Web Summit is an intense experience, to say the least. As a startup founder, it may be certainly daunting. There is just so much to do there, so many people to talk to, investor meetings, Startup Pitch and Startup Showcase events… It’s important to stay focused and know your goals, but also to enjoy the journey and make it count.
First, you may be wondering if you should attend Web Summit. It can be expensive if you consider the flights, tickets, accommodation, etc.
After our experience at Web Summit this year, I wrote a post about this. Should I attend Web Summit? (as a startup founder). The post may also be of value for you as a general attendee, but it’s especially relevant for startup founders.
If you finally decide to attend, here are some tips and tricks to help you make the most out of the conference.
Do your homework
First of all, before coming to the conference, do your homework. Start early, 2-4 weeks before the conference at least.
First, write a document with your goals for the conference. What do you want to achieve? What’s your goal? Networking, customer acquisition, exposure, visibility? Are you fundraising?
Make a list of all the people you’d like to meet. For investors, create a document with their…
- the name and website of their VC firm,
- their target market,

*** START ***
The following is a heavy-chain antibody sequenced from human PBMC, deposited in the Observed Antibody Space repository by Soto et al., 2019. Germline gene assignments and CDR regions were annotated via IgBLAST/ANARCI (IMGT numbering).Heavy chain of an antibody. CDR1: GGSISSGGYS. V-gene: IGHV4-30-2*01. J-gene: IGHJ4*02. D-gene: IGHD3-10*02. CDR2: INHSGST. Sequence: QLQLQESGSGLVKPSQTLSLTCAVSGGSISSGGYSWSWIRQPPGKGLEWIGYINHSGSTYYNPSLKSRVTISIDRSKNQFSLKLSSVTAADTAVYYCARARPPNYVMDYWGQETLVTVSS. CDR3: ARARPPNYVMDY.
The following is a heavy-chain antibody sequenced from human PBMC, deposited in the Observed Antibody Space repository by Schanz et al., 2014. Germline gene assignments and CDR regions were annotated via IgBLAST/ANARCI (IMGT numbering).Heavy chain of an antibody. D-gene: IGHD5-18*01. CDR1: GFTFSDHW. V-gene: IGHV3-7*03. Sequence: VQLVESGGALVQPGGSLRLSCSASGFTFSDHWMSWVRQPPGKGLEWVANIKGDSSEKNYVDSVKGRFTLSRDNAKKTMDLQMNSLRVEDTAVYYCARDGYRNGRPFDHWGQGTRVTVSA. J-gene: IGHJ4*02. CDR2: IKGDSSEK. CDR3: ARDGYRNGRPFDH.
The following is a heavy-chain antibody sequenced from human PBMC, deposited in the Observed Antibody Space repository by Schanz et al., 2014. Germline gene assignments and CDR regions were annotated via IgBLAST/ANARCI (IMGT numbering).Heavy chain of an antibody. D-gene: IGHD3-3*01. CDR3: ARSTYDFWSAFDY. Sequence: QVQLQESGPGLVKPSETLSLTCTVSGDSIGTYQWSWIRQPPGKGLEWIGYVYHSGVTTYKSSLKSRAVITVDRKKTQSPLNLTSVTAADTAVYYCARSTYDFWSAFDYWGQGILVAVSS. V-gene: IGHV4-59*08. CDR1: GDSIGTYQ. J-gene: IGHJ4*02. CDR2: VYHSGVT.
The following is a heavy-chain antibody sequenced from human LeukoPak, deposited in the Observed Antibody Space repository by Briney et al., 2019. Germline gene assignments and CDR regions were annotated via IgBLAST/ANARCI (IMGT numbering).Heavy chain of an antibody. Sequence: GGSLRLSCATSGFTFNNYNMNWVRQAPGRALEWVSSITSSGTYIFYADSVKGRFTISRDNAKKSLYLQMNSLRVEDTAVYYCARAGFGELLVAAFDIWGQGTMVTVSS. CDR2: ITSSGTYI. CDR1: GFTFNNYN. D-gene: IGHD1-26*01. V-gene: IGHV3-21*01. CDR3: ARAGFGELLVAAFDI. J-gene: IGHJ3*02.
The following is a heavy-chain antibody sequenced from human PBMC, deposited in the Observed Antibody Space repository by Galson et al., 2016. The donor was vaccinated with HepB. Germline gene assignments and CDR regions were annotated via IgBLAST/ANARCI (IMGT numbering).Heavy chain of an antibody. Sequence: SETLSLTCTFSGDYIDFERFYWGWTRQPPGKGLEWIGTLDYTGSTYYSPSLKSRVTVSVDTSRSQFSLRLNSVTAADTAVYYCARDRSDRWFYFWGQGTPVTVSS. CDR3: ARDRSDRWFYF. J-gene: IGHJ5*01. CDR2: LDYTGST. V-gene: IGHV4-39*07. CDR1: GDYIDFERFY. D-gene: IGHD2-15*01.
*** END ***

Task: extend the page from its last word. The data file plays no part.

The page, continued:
- business areas they are interested in,
- geographical areas they cover,
- type of rounds they do and average checks, and
- any other interesting fact about them.
Add there only the investors you are interested in (those who would work with startups in your stage and from your area and target market), and be selective. Visit their website and make sure they are the right partners for you. Learn about their values, what they are looking for, their approach to investment. Remember, an investor or VC firm will become a partner of your business, and you will be working closely together. You should not see them as walking bags of money. They are your companions in this journey.
If you are participating in Startup Showcase or Startup Pitch, prepare your pitch and rehearse at least twice every day for a couple of weeks. You need to be able to recite it by heart, and you will be nervous (read: freaking out) when you are on stage.
My advice is to ignore the Mentor hours. The value you’ll get from them is minimal. However, if you decide to attend, make sure to prepare the questions you are going to ask. You’ll be there with 4-5 more people, and you won’t have your mentor’s full attention. You’ll only have a small amount of time, so make sure to make every minute count.
My recommendation is to ignore talks too. It’s unlikely that you will get much value for your time. Still, if you go, don’t try to attend all of them. Choose the ones that you think are going to be really relevant to you.
Web Summit is an opportunity for your startup to have two or three living ads walking up and down the conference pavillions. Take advantage of that fact. Print t-shirts or hoodies with your logo for the members of the team that will attend the conference.
If you are going to show your product or have a booth, prepare a demo account and some fake data to show (don’t mess up with real production data from your users or customers ;). Let your IT department know you are presenting that day your product to the world so they won’t introduce important changes or new features that can break the system.
It’s also a nice idea to have a video showing the product in action for the worst-case scenario (the internet connection is down, your server is suddenly down, etc).
Flight tickets, accommodation, and getting to the arena